Well, so, ok, what’s a testimonial statement? Thanks to Crawford v. Washington, 541 U.S. 36 (2004), we lawyer types get to argue about this for the next fifty years or so (and I am excited). What has emerged over the last eleven years since Crawford was decided is a start of a framework about what is or isn’t testimonial.

A pair of companion cases (found at Davis v. Washington, 547 U.S. 813 (2006)) decided about a year after Crawford dealt with this issue square-on. There, the Big Court decided that a statement is testimonial if it is made to further a prosecution. But it’s probably not testimonial if the statement is made with the aim of dealing with an immediate ongoing emergency. So, a police officer responding to a scene and collecting written statements an hour after an incident is over is probably testimonial. A person making a 911 call asking for help to deal with something happening right then is probably not testimonial. The reason is because the purpose for the 911 call is not to commence a criminal case, it’s to get help for an ongoing emergency. Shouting “Help! I need somebody,” into the telephone is different than writing an affidavit.

SCOV examined a similar situation in State v. Shea 2008 VT 114. There, SCOV examined whether at the time the statements in question were made, if it was because of an immediate physical danger, and also whether the primary purpose for the statements were to resolve an emergency or to investigate a crime. Once it’s determined that the initial emergency is resolved, subsequent statements become testimonial.

Here, SCOV finds that the trial court erred in admitting the statements the woman made to the police officer. There was no analysis done about whether the statements were testimonial in nature because the judge believed they were properly admissible as excited utterances. SCOV examined the transcript and the record of the case, and found that it wasn’t clear based on the officer’s testimony whether her statements to him were more like resolving an emergency or more like reporting a crime after the fact. It’s the State’s burden to prove that the statements are admissible, and that proof didn’t exist here. SCOV found a case from West Virginia that had some similar facts and where the statements were determined to be testimonial.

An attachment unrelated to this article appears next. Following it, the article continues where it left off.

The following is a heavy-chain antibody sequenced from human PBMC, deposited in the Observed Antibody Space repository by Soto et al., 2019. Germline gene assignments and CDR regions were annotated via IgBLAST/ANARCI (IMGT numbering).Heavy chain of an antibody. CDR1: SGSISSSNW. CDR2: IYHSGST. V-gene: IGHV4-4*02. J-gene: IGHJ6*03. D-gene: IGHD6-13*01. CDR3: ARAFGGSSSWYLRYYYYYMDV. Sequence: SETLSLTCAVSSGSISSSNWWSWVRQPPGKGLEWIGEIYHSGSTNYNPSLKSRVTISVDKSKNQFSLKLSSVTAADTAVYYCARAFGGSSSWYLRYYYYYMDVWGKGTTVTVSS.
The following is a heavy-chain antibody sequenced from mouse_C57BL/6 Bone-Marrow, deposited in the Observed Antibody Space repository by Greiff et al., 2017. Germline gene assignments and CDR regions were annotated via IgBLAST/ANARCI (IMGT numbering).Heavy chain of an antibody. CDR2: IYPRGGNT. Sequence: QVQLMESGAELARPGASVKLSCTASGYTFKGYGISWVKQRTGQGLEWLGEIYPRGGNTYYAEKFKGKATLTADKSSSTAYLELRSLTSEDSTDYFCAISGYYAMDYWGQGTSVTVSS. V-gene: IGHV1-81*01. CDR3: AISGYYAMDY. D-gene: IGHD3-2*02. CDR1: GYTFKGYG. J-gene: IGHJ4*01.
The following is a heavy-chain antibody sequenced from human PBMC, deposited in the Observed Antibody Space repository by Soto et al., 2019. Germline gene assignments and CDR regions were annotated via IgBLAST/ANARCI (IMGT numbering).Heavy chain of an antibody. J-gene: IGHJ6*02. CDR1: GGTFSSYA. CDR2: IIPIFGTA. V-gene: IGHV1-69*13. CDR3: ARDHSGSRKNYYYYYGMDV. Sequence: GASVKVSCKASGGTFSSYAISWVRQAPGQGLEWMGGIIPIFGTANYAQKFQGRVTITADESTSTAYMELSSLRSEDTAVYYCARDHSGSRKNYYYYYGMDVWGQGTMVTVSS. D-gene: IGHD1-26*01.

SCOV goes on to say that this error was not a harmless error. If there is a Confrontation Clause violation, the State has to show that not only was it harmless, but it was harmless beyond a reasonable doubt. This is like pole vaulting over the Empire State Building.

Mr. Alers also argued on appeal that SCOV should reverse and enter a judgment of acquittal because of insufficient evidence. This was an assault case. The woman who was allegedly assaulted didn’t testify. Mr. Alers’s argument is that since she didn’t testify, there’d be no way to determine if she felt any bodily injury or pain. SCOV says no. SCOV reminds us all that cases can be proven through circumstantial evidence. Even though the woman didn’t testify, there were two witnesses in the parking lot who saw the incident unfold. SCOV says the jury could infer from their testimony that an assault took place, based on how they’d describe what they saw. SCOV also notes that Mr. Alers didn’t preserve this argument during the trial, so they’re not going to reverse on that ground.

In any case, the case gets remanded due to the Confrontation Clause issue.

I just realized I didn’t mention Ringo, so I mention him here, with peace and love.